Possibility of Preserving
Exhibiting artists: Denis Kozerawski, Peter Sit, Andrej Žabkay; Parallel Practice, PLURAL, Kristína Országhová, Karaoke Tundra, András Cséfalvay, Aleš Čermák, Josef Dabernig, Nicoline van Harskamp, Marianna Simnett
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The work of the group is not limited to author’s production only, but also includes the organization of activities related to the advancement of the discourse on contemporary visual arts (editorial, curator’s, and exhibition activities as well as cultural activism). Each aspect of the way the group functions is also reflected in the way it approaches the creation of the exhibition. The core lies in interconnecting various perspectives and settings, including also other invited authors from the field of visual arts, based on the method of trial and error. Here, the primary importance is put on the process itself, while the final output remains unpredictable and, in principle, secondary. The authors enter a dialogue, exploring the fragile boundaries of artistic production – (non)production by way of subverting and questioning the approved procedures. Pursuing the collective approach to the project, they, by definition, challenge the work of art in its final form – as an ultimate artifact. Similarly, they test the exhibition format through their directorial, regulative, and stage-managerial inputs. The viewer thus encounters and becomes part of the emerged situations, legitimizing them through his or her very presence.
The alchemistic symbol of transformation is a principal element of the entrance object of the exhibition – a pump propelling water circulation through the whole exhibition area in the shape of a gallery. The circulation is secured through the supply of solar energy, generated by way of a solar panel that has been installed by the authors on the roof of the House of Art building. Its physical placement in the space navigates the viewer to move around the exhibition area, dominated by the light gradient of transition from absolute glare to darkness enabling one to perceive film screenings in the end of the exhibition area. Towards the end of the exhibition the viewer is encouraged to change his or her vertical position to a horizontal one when invited to lie down, to free him or herself from the context of the exhibition/institution/surrounding environment and to perceive without interruptions the flow of consecutive screenings related to the theme of the exhibition. The omnipresent vocal accompaniment introduces the visitor to a vision of the future era, characterized by the full automation of human labor. Thus, it outlines a possible state of affairs in the “hereafter“, metaphorically embodied by Pangea Proxima as the ultimate form of an ancient-new arrangement of the continents. The authors interconnect various notions, while drawing from the ideas of Russian cosmism and manifold contemporary speculations about transhumanism and the evolution of humankind in the future.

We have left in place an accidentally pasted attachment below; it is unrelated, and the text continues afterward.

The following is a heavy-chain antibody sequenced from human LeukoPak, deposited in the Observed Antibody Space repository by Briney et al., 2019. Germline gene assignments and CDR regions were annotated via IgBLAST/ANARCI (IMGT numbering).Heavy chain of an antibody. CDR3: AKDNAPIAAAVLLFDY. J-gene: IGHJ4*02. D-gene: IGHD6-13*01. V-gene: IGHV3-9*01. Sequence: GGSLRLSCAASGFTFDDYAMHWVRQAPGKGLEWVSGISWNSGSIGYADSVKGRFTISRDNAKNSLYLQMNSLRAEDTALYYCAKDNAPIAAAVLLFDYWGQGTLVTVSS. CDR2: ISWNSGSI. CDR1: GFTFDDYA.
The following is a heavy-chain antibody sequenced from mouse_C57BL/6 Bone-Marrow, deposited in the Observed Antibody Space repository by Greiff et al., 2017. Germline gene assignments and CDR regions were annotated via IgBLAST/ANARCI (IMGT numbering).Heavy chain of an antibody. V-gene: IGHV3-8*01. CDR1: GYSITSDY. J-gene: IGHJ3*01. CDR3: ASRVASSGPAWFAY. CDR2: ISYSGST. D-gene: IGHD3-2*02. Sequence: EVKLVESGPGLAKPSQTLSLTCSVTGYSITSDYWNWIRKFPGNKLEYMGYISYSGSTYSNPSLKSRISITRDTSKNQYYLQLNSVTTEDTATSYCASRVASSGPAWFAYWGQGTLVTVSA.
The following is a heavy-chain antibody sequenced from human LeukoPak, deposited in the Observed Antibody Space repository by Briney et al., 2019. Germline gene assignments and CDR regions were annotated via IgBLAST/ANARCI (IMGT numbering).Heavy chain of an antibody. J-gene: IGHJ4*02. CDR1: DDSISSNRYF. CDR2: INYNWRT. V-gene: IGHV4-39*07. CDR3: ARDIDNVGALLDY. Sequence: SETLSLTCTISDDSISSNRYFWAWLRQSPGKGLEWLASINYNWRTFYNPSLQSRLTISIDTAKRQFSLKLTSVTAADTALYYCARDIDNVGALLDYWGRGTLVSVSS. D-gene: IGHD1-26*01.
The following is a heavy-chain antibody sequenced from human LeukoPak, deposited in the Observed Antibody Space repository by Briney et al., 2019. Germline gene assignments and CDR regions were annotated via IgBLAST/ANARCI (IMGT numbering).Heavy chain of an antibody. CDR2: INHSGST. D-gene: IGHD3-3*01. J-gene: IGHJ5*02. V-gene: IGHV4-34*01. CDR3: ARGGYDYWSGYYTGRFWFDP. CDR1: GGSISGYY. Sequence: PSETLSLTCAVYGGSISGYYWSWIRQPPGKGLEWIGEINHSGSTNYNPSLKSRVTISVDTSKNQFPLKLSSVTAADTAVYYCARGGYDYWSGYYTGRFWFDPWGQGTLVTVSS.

They use a database of texts to choose passages that – in their new arrangement – create a meta-text responding to the authors’ visions of a human gathering based on ADA, a collective artificial intelligence. The latter has transformed society for human’s sake and enabled an ideal state of society where work is not required as a necessity, generated by the capitalistic system. Rather, work is transformed into the principle of creative thinking/ art production. Art has become the ultimate social capital. It has become everything; the definitive phase is emerging when art permeates everyday life. ADA describes the newly-emerged society and how it must have defined itself over against the presently existing social problems. The authors call the new establishment ERA (Earth Recharging Association). This is meant not in the sense of a corporation. Rather, it is envisaged as a society that may represent a business entity, but also (and especially) a human gathering – a system of collective human existence and interaction.
The exhibition is a utopian and futurological story that draws from the contemporary discourse on the issues of minorities, gender questions as well as the issues such as corporeality, mortality, social establishment, identification, culture, and overall world order. However, it offers neither answers nor solutions. Instead, it asks questions and admits failures. The key moment represents the conditions that predetermine human transformation and emancipation into a higher form of being, with the machine becoming equal to the human as the former begins to feel for itself. The environment of the exhibition is supposed to evoke the ideal state of affairs, when a being is introduced into and becomes an inseparable part of a total artistic installation. The being is encouraged to pursue a frame of mind when no energy output is required; to become one with the environment and to resign oneself to the care of technology.
The ideas and points of departure of the exhibition are integrated in the image of a child that symbolizes the exhibition’s visual identity. It represents a straight-forward answer to the question of what the world will look like at the moment that work ceases to exist. Is preservation possible? Everyone (not only parents) would like that…